Work with title companies early in the process to identify operating limitations and expected timelines. Additionally, confirm that any improvements to facilities (e.g., reconfiguring manufacturing facilities for COVID-19–related manufacturing) were done in compliance with all regulatory and contractual obligations. For further information regarding compliance by landlords and tenants with COVID-19–related governmental orders, see this Mintz viewpoint.
Employment, Labor and Benefits
COVID-19 is impacting nearly every element of a target’s employment, labor and benefits representations and warranties. For a detailed analysis of these impacts, we invite you to see this Mintz viewpoint. When drafting a purchase agreement, consider the target company’s compliance with, among other things:
- Governmental telework, shutdown and sick leave orders;
- Disability laws (for example, in the event an employee is particularly susceptible to COVID-19 and requires alternative work arrangements in the absence of a governmental order to do so);
- Family leave laws (for example, in the event an employee’s family member is particularly susceptible to or has already contracted COVID-19) (for additional information on quarantine leave laws, see this MIntz viewpoint);
- Occupational safety requirements to keep employees safe from contracting COVID-19;
- For those industries that went into “overdrive” (such as online marketplace websites (e.g., Amazon) and medical facilities), overtime laws;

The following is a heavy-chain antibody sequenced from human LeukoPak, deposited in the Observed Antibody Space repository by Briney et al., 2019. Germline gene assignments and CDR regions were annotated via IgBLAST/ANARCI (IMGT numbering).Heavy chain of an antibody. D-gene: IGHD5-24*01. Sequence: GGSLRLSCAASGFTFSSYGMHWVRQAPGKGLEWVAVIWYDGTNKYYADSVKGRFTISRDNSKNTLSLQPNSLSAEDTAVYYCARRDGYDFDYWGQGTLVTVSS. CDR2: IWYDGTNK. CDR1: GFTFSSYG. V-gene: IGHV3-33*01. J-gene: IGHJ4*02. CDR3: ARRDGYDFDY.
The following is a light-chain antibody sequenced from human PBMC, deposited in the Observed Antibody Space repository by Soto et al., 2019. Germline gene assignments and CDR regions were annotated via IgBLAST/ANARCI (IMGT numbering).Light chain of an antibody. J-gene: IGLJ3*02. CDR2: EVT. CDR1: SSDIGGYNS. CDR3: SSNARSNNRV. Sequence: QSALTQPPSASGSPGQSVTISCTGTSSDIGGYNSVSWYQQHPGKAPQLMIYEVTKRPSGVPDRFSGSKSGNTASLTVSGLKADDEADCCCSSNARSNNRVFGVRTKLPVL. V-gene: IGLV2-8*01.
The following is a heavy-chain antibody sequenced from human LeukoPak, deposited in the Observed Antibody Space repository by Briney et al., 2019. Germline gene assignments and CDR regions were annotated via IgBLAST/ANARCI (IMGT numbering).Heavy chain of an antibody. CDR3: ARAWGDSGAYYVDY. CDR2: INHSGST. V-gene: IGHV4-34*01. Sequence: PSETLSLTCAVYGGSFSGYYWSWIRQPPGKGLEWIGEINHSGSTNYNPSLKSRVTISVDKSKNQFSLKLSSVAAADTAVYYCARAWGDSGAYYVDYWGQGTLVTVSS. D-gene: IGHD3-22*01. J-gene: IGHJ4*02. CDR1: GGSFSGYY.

- Discrimination and privacy laws (for example, an employer cannot ask employees about their health conditions or whether they have had contact with individuals of certain ethnicities);
- Where plan asset values of multi-employer defined benefit pension plans have declined in line with market changes, whether contributions have been made in response to the foregoing in accordance with pension plan rules and credit agreements;
- If the target issued any equity-based compensation during the pandemic, consider whether FMV determinations made prior to the pandemic are still valid (i.e., whether a new 409A valuation is required);
- If RIFs were undertaken in response to the pandemic, whether they were done in accordance with law, whether severance obligations have been discharged and whether any WARN Act concerns exist (for additional information on WARN Act compliance, see this Mintz viewpoint; and
- During the pendency of the pandemic, many collective bargaining agreements were renegotiated; expect representations and warranties to the effect that such renegotiations complied with applicable labor laws.